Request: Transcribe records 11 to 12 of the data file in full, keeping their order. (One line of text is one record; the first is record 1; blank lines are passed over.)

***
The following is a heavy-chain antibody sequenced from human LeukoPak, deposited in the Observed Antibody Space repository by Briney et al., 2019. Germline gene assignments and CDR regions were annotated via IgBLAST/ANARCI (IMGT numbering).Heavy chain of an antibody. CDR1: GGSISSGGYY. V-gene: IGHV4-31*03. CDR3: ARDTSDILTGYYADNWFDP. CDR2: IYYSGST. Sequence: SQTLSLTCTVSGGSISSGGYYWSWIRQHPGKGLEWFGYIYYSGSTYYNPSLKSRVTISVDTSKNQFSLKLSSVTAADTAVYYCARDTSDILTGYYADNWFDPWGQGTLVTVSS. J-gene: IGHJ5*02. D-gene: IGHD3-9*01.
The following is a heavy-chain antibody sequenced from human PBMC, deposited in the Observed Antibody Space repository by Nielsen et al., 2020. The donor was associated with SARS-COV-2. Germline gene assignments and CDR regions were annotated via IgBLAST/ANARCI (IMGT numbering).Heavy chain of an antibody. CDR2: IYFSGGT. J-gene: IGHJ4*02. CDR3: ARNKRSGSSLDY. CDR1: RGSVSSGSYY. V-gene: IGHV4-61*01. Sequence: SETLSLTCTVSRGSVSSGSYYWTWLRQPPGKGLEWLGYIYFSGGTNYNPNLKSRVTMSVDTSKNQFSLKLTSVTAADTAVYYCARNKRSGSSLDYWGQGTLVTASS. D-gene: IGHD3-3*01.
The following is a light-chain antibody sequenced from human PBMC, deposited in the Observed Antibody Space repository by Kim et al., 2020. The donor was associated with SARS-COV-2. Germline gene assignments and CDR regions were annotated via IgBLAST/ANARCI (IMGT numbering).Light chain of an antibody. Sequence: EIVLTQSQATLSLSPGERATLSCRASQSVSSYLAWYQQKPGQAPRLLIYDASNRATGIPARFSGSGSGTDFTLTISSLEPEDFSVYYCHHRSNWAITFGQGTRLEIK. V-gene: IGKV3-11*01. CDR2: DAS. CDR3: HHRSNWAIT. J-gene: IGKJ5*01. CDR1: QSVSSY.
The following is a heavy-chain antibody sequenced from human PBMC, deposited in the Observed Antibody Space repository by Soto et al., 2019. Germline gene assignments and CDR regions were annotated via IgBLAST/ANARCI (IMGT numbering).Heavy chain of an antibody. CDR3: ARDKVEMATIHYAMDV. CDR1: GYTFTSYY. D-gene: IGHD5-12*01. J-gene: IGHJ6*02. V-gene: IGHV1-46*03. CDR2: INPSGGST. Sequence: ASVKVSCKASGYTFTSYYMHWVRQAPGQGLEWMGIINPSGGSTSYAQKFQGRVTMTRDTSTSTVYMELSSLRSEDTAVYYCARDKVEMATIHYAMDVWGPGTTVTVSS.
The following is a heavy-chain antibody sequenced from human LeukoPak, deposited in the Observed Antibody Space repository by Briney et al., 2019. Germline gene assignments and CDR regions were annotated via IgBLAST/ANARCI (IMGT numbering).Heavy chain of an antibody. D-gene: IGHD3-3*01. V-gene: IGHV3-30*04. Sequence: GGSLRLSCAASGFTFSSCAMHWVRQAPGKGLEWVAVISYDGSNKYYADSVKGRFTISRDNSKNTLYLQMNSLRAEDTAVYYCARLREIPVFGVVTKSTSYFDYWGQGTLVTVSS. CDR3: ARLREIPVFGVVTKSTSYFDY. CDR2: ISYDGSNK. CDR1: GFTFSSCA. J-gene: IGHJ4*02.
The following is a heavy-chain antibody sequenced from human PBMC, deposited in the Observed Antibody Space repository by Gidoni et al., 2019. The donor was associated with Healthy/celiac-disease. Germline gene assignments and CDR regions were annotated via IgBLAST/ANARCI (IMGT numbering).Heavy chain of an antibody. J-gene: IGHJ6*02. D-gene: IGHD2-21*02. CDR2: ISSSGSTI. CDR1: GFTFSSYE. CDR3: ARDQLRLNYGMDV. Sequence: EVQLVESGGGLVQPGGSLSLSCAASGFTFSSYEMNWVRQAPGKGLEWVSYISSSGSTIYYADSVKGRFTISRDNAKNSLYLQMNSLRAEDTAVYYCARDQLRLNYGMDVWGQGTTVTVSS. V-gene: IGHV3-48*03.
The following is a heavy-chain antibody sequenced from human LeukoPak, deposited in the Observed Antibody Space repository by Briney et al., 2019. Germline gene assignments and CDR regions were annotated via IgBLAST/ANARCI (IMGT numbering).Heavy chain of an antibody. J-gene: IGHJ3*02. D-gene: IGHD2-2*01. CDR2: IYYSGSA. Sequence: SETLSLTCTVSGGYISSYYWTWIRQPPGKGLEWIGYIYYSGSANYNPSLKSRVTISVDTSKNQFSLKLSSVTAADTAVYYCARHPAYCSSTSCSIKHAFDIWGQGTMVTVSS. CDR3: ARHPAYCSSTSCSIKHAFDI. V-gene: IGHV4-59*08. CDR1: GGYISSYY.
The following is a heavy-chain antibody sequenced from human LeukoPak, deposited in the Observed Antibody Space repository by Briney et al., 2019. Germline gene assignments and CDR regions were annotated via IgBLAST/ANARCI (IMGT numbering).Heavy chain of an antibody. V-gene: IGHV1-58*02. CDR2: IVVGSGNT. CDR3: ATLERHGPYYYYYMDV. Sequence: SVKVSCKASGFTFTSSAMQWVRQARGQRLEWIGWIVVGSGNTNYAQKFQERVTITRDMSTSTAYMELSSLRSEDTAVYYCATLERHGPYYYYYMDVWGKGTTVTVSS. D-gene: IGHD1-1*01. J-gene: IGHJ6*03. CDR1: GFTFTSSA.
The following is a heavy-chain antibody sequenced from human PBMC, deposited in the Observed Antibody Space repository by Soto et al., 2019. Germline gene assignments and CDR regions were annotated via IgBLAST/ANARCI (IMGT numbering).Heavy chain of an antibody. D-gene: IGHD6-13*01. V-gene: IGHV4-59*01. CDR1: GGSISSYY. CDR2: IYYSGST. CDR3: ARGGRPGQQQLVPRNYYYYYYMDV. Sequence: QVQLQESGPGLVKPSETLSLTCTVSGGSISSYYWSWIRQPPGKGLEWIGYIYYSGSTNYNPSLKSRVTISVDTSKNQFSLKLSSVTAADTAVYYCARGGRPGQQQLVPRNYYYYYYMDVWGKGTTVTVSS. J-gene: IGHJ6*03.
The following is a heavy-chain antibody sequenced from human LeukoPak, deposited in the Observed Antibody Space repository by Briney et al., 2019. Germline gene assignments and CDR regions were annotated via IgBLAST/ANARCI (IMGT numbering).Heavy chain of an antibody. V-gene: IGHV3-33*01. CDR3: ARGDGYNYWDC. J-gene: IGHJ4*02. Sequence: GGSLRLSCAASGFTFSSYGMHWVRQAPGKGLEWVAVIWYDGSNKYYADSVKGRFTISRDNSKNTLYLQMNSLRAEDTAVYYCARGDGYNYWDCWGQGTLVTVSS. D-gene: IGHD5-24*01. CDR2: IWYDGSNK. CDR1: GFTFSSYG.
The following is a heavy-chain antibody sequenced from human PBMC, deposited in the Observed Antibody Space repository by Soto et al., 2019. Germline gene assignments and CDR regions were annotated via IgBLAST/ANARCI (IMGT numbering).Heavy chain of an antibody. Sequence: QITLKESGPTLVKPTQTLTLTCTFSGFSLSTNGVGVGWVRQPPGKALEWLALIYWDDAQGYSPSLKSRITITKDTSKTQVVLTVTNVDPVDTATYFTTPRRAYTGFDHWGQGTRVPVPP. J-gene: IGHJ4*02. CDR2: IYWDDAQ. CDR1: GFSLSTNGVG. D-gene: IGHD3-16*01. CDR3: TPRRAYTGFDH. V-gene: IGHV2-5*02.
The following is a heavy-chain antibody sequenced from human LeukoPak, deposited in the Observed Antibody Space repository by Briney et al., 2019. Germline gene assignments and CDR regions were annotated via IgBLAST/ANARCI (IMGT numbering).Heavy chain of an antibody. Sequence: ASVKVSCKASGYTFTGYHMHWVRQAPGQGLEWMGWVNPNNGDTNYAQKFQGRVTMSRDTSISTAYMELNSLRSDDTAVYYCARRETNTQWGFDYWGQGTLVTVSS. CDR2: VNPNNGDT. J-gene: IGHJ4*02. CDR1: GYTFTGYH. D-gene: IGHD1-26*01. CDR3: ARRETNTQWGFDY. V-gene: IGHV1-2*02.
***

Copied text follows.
The following is a heavy-chain antibody sequenced from human PBMC, deposited in the Observed Antibody Space repository by Soto et al., 2019. Germline gene assignments and CDR regions were annotated via IgBLAST/ANARCI (IMGT numbering).Heavy chain of an antibody. Sequence: QITLKESGPTLVKPTQTLTLTCTFSGFSLSTNGVGVGWVRQPPGKALEWLALIYWDDAQGYSPSLKSRITITKDTSKTQVVLTVTNVDPVDTATYFTTPRRAYTGFDHWGQGTRVPVPP. J-gene: IGHJ4*02. CDR2: IYWDDAQ. CDR1: GFSLSTNGVG. D-gene: IGHD3-16*01. CDR3: TPRRAYTGFDH. V-gene: IGHV2-5*02.
The following is a heavy-chain antibody sequenced from human LeukoPak, deposited in the Observed Antibody Space repository by Briney et al., 2019. Germline gene assignments and CDR regions were annotated via IgBLAST/ANARCI (IMGT numbering).Heavy chain of an antibody. Sequence: ASVKVSCKASGYTFTGYHMHWVRQAPGQGLEWMGWVNPNNGDTNYAQKFQGRVTMSRDTSISTAYMELNSLRSDDTAVYYCARRETNTQWGFDYWGQGTLVTVSS. CDR2: VNPNNGDT. J-gene: IGHJ4*02. CDR1: GYTFTGYH. D-gene: IGHD1-26*01. CDR3: ARRETNTQWGFDY. V-gene: IGHV1-2*02.